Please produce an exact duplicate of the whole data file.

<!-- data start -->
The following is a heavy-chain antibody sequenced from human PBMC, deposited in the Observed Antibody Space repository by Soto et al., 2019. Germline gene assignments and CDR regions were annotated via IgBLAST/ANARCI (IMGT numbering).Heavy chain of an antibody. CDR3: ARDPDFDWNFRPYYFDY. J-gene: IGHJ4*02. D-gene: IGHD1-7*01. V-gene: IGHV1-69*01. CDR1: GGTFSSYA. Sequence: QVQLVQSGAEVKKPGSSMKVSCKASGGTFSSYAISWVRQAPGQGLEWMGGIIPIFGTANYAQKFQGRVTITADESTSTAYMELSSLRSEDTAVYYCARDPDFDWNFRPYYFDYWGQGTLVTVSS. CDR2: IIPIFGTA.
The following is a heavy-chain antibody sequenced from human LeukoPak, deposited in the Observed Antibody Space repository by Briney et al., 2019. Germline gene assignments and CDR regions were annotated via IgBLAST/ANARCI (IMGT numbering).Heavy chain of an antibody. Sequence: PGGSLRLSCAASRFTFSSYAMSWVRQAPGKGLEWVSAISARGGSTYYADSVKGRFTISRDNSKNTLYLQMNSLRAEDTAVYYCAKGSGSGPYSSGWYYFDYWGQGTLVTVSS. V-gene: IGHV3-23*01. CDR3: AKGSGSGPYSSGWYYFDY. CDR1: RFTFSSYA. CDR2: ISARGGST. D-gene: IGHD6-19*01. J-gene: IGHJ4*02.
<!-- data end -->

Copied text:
The following is a heavy-chain antibody sequenced from human PBMC, deposited in the Observed Antibody Space repository by Soto et al., 2019. Germline gene assignments and CDR regions were annotated via IgBLAST/ANARCI (IMGT numbering).Heavy chain of an antibody. CDR3: ARDPDFDWNFRPYYFDY. J-gene: IGHJ4*02. D-gene: IGHD1-7*01. V-gene: IGHV1-69*01. CDR1: GGTFSSYA. Sequence: QVQLVQSGAEVKKPGSSMKVSCKASGGTFSSYAISWVRQAPGQGLEWMGGIIPIFGTANYAQKFQGRVTITADESTSTAYMELSSLRSEDTAVYYCARDPDFDWNFRPYYFDYWGQGTLVTVSS. CDR2: IIPIFGTA.
The following is a heavy-chain antibody sequenced from human LeukoPak, deposited in the Observed Antibody Space repository by Briney et al., 2019. Germline gene assignments and CDR regions were annotated via IgBLAST/ANARCI (IMGT numbering).Heavy chain of an antibody. Sequence: PGGSLRLSCAASRFTFSSYAMSWVRQAPGKGLEWVSAISARGGSTYYADSVKGRFTISRDNSKNTLYLQMNSLRAEDTAVYYCAKGSGSGPYSSGWYYFDYWGQGTLVTVSS. V-gene: IGHV3-23*01. CDR3: AKGSGSGPYSSGWYYFDY. CDR1: RFTFSSYA. CDR2: ISARGGST. D-gene: IGHD6-19*01. J-gene: IGHJ4*02.